The house is fascinating, however, with great information on the owner, followed by a great collection of Nordic art spanning lots of artists & genres.

Tip:
Waldemarsudde is easy to visit alongside all the other museums in Djurgården, with the Stockholm Pass getting you admission to all of them.
When you walk into the grounds, there's a little cafe on the left which may be more convenient than the in-house restaurant as you can sit outside.

Opening Hours:
Tue, Wed, Fri-Sun: 11am–5pm; Thu: 11am–8pm
Closed due to public holiday: 22/4, 21/6, 24/12, 25/12, 31/12
Sight description based on wikipedia

Walking Tours in Stockholm, Sweden

Create Your Own Walk in Stockholm

Create Your Own Walk in Stockholm

Creating your own self-guided walk in Stockholm is easy and fun. Choose the city attractions that you want to see and a walk route map will be created just for you. You can even set your hotel as the start point of the walk.
Norrmalm Cultural Walk, Part 2

Norrmalm Cultural Walk, Part 2

Once an independent city, Norrmalm has been a part of Stockholm (one of its central areas, these days) since 1635. Many of Norrmalm's old buildings were torn down during the 1950s-60s to clear space for modern construction. Still, the most notable pieces of local architecture are in place and reveal a wide range of styles - Late Gothic, Renaissance, Baroque. The district is a home to The Royal Swedish Opera, The Medelhavsmuseet (Mediterranean Museum) and Moderna Museet (modern and contemporary art museum) hosting one of the richest modern art collections in the world. To see these and other places of interest of the Swedish capital, follow this guide and enjoy!

Tour Duration: 2 hour(s)
Travel Distance: 2.8 km
Norrmalm Cultural Walk, Part 1

Norrmalm Cultural Walk, Part 1

Once an independent city, Norrmalm has been a part of Stockholm (one of its central areas, these days) since 1635. Many of Norrmalm's old buildings were torn down during the 1950s-60s to clear space for modern construction. Still, the most notable pieces of local architecture are in place and reveal a wide range of styles - Late Gothic, Renaissance, Baroque. Among the many places of interest found here are the Strindberg Museum (the last dwelling place of the Swedish author August Strindberg, a.k.a. "Blå tornet" (The Blue Tower)), the cemetery in which René Descartes was buried in 1650 before his remains were moved to France; and the Stockholm Concert Hall. To see these and other attractions of the Swedish capital, follow this guide and enjoy!

Tour Duration: 1 hour(s)
Travel Distance: 1.5 km
Östermalm Nightlife Walk

Östermalm Nightlife Walk

If you enjoy glamor and style, this nightlife tour of Stockholm is exactly what you need. Östermalm is an affluent area of the city, with higher prices and exclusive nightclubs. Put on your trendy clothes, fill your pockets with kronas, be patient in line and get the party started! Don’t miss the opportunity to check out some of Stockholm’s best nightclubs.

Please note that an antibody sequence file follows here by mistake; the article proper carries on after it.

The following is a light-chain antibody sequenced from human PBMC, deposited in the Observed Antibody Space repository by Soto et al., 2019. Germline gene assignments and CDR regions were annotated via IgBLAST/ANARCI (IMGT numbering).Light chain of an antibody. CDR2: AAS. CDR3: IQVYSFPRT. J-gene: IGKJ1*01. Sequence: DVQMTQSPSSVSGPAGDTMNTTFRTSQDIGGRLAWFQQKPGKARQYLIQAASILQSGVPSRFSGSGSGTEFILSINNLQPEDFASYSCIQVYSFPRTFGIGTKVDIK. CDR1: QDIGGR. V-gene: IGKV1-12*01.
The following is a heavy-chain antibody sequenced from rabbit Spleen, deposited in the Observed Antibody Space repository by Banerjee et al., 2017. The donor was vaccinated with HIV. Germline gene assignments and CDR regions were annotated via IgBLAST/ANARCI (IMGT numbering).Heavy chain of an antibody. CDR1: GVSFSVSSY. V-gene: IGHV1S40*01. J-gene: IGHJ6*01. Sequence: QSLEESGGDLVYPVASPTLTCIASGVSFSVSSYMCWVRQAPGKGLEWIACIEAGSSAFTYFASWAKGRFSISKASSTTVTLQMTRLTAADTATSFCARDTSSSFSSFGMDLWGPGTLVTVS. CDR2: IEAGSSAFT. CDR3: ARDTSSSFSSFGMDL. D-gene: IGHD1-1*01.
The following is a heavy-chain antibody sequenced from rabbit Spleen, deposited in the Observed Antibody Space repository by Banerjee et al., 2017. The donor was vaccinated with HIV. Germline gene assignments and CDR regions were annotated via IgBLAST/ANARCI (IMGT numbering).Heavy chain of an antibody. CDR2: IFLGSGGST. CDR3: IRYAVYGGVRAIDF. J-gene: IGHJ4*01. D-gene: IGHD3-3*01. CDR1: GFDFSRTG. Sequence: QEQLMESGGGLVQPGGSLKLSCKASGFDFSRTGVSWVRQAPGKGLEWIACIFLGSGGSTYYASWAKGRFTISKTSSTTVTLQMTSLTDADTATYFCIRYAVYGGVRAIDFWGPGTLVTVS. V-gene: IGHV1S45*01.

Tour Duration: 1 hour(s)
Travel Distance: 1.1 km
Riddarholmen Landmarks Walk in Stockholm

Riddarholmen Landmarks Walk in Stockholm

Riddarholmen, a small island that is part of Gamla Stan, houses several beautiful historical buildings dating back to the 17th century. Its most important landmark is Riddarholmen Church, the burial place of Swedish monarchs. The Old Riksdag Building is also located here. The western side of the island offers a spectacular view of the bay, Riddarfjärden. Discover Riddarholmen’s historical landmarks in the following guide.

Tour Duration: 1 hour(s)
Travel Distance: 0.8 km
Gamla Stan Walk, Part 2

Gamla Stan Walk, Part 2

Gamla stan (The Old Town) is the oldest part of Stockholm, officially known until 1980 as “The Town Between Bridges” (Staden mellan broarna). Established in the 13th century, the area abounds in medieval alleyways, cobbled streets, and archaic architecture, showing a great deal of North German influence. Among the many places of interest found here are The Stockholm Stock Exchange (built originally between 1773 and 1778), The Bonde Palace (arguably, the most prominent monument of the Swedish Empire period), and The House of Nobility (keeping records and acts of the Swedish nobility). Follow this guide to see Stockholm the way it used to be back in the old days!

Tour Duration: 2 hour(s)
Travel Distance: 1.1 km
Södermalm Cultural Walk

Södermalm Cultural Walk

Södermalm, or "Söder" for short, is a borough in central Stockholm, incorporating a large island of the same name (formerly known as "Åsön"). Although considered an island, the water surrounding Södermalm to the north and south does not flow freely, but passes through a series of locks. Visitors are charmed by the borough's narrow, cobbled streets and neat squares, as well as the cute little red cottages - a mixture of working class housing and wealthy dwellings (summer houses and pavilions, including Emanuel Swedenborg's pavilion, originally built here, but later relocated to an open-air museum in Skansen, Stockholm). For anyone wanting to appreciate Stockholm fully, a visit to Södermalm is a must!

Tour Duration: 2 hour(s)
Travel Distance: 2.3 km